Toledo City Council today approved a new lead-safe ordinance to address the consequences of lead exposure, especially among children, and assist property owners in a variety of ways.

“Successful cities take bold actions, and today City Council adopted a plan to ensure every child in Toledo can grow up without the terrible effects of lead poisoning,” Toledo Mayor Wade Kapszukiewicz said. “We believe the new law will help us meet that challenge while we work with the Lead Coalition, landlords, tenants, and other community members.”

An “Early Bird Match Grant” will be available for property owners subject to the new law. The Toledo Department of Neighborhoods will offer a 50/50 matching grant, up to $5,000 per unit, for lead remediation and maintenance work to help property owners. The designated funding includes $1 million to assist property owners with compliance throughout the city and $200,000 each for three low-moderate income target areas – Junction/Englewood, East Toledo, and the Old South End. The city is also creating a resource portal to provide a “one-stop-shop” for questions, registration, and more, at

The city’s lead-safe coordinator will develop ongoing outreach and financial assistance opportunities while the Toledo-Lucas County Health Department will continue to provide educational training for owners and agents who want to become compliant. The health department will host weekly training classes for local lead inspectors beginning in January 2021.

“Our approach will also include an aggressive communications and outreach campaign to educate tenants, landlords, and homeowners on lead poisoning prevention and the new law requirements, as well as financial tools and incentives to help our landlords comply,” Rosalyn Clemens, Department of Neighborhoods director, said.

Owners who previously received a lead-safe certificate in good faith, or passed a local lead inspection under previous versions of the ordinance, will be grandfathered-in.

The city continues to manage a number of programs to assist with lead abatement:

  • Continue execution of $2.9 million for 160 identified homes under HUD Lead Hazard Control and Healthy Homes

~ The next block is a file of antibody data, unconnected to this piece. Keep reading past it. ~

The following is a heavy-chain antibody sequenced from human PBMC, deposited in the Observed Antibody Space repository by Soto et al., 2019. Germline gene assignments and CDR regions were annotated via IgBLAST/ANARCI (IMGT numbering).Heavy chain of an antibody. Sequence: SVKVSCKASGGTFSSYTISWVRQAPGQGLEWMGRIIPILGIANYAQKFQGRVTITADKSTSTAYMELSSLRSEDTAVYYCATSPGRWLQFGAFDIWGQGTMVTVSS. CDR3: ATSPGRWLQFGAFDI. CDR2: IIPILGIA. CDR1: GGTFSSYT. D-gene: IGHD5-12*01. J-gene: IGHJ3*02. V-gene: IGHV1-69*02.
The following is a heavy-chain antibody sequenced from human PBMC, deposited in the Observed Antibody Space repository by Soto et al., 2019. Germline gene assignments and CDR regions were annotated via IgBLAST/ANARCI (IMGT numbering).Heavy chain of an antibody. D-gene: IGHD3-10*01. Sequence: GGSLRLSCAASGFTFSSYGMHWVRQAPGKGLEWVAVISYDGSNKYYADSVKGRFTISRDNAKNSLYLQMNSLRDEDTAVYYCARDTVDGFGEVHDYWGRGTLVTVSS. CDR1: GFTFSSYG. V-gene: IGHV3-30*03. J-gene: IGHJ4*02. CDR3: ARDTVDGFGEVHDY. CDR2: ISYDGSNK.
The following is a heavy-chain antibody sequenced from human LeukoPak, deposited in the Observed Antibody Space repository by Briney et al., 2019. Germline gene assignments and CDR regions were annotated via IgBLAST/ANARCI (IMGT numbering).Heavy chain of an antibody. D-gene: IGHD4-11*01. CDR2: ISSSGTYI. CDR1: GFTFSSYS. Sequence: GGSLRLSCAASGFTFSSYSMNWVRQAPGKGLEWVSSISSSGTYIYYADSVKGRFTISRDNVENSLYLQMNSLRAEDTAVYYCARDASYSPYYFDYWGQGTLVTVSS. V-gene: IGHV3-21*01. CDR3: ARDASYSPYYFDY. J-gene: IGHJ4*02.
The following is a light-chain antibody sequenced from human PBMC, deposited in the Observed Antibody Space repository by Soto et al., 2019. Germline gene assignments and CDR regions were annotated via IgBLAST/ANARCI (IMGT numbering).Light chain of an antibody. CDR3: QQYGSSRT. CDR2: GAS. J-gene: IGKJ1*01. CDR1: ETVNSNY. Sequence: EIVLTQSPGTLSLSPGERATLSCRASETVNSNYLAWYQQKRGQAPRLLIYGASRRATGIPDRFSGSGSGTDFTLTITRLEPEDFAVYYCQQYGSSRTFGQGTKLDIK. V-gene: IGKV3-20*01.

• Awarded an additional $5.7 million, which is the largest lead hazard control award the city has ever received
  • $500,000 for children also on Medicaid
  • $300,000 targeted through Historic South Initiative neighborhood
  • $1.2 million through the health department’s BP lead settlement

The new lead law, titled “Residential Rental Properties and Lead Safety Compliance,” is based on the language of the 2016 ordinance and created in partnership with community stakeholders. It is the policy of the City of Toledo to help prevent the poisoning of residents by requiring that the presence of deteriorated paint, bare soil, and lead dust on the interior and exterior of pre-1978 residential structures be identified and correctly addressed in accordance with federal, state, and local laws, regulations, and guidelines to prevent potential human exposure to lead hazards.

The new law targets 1-4-unit rentals and childcare homes built prior to 1978. The Department of Neighborhoods will coordinate, the Code Enforcement Division will enforce, and the health department will issue 5- and 20-year lead-safe certificates, according to the law. The compliance deadline set by the law is June 30, 2022 for initial census tracts that are most at-risk. A five-year phase-in schedule, with six-month increments, will be established for remaining census tracts. An updated map of the census tracts can be found at All fees related to the lead-safe certificates will be deposited in the Lead Ordinance Fund and all fines related to enforcement of the proposed law will be deposited into the Nuisance Abatement Trust Fund, to be used exclusively for the administration, implementation, and enforcement of the law.

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